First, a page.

Spanish wind turbine-maker Siemens Gamesa has received an order from innogy to supply turbines for the 342MW Kaskasi offshore wind farm project to be located in the German North Sea.

For this order, Siemens Gamesa will supply 38 of its SG 8.0-167 DD Flex direct drive turbines. Each turbine is expected to deliver a capacity of up to 9MW using its power boost technology.

The turbines will have a rotor diameter of 167m, using the 81m long B81 IntegralBlades.

Each of the SG 8.0-167 DD Flex turbine is touted to have a swept are of 21,900m² and is also equipped with Siemens Gamesa’s Direct Drive offshore wind turbine platform. This technology is claimed to offer stable operation and high availability while minimizing the associated costs and risks.

Siemens Gamesa Offshore Business Unit CEO Andreas Nauen said: “We are thankful to innogy for placing their faith in us once again as we extend our cooperation to the Kaskasi offshore wind power project.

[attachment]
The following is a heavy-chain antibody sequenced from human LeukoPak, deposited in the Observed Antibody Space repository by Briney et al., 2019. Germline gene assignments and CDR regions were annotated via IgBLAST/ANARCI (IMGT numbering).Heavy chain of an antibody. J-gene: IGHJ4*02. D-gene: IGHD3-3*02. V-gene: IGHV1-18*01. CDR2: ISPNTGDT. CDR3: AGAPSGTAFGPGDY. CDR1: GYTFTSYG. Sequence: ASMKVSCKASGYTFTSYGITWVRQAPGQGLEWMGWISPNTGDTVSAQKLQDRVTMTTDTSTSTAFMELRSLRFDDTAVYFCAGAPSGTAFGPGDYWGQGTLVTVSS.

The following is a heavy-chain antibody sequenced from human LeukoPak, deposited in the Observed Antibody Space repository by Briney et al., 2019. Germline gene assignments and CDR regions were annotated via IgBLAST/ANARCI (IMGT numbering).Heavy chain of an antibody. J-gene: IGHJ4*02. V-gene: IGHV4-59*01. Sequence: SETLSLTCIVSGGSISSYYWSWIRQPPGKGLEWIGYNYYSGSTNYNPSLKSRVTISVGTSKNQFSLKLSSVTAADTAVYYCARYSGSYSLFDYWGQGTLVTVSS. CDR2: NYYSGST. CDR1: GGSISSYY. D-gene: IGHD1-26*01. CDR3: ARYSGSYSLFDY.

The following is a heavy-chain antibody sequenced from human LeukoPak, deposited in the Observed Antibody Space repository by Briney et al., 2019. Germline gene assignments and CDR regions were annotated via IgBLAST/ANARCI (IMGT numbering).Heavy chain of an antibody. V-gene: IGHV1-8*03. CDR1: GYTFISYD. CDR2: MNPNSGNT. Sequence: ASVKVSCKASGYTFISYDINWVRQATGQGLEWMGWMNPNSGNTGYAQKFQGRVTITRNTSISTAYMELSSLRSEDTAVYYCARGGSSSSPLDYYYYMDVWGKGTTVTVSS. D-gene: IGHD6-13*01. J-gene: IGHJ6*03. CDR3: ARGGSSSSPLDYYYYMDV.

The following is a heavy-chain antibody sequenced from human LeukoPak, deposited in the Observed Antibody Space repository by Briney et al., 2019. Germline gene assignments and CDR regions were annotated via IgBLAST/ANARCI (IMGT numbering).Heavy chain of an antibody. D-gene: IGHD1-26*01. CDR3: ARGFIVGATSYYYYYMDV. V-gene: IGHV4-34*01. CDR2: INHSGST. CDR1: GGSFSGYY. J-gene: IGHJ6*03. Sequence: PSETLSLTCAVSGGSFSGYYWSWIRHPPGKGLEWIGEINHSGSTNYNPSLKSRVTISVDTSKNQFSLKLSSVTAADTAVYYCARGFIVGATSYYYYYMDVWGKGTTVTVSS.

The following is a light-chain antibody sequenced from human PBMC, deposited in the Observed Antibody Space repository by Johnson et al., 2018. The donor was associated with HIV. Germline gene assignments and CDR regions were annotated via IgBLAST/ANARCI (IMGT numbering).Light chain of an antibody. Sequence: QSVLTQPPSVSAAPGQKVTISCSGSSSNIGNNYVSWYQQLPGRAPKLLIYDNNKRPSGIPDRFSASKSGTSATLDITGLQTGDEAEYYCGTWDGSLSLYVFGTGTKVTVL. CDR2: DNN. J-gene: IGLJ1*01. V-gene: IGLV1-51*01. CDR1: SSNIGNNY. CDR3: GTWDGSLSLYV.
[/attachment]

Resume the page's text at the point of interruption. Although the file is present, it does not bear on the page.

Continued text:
“Siemens Gamesa is proud to continuously contribute to and create a clean future now, and to aid countries like Germany in reaching their climate goals.”

Kaskasi wind farm will generate power for over 400,000 German homes

To be located 35km north of the island of Helgoland in the German North Sea, the offshore wind farm will supply enough clean electricity to power more than 400,000 average German households, when operational.

Innogy Renewables chief operating officer Christoph Radke said: “Offshore wind is an important pillar to reach Germany’s climate protection goals by supplying green electricity from a reliable source.

“I am delighted to announce that we have paved the way for the construction of our Kaskasi offshore wind project, which will become our third offshore wind farm off the German coast. Our investment in this project underlines our ambitions to further grow in offshore wind in Europe and around the globe.”

Recently, innogy had also taken the final investment decision for the Kaskasi offshore wind farm.

The company had also issued contracts worth more than €500m.

Offshore construction works on the project are scheduled to begin in the third quarter of next year, with operations expected to begin in the summer of 2022.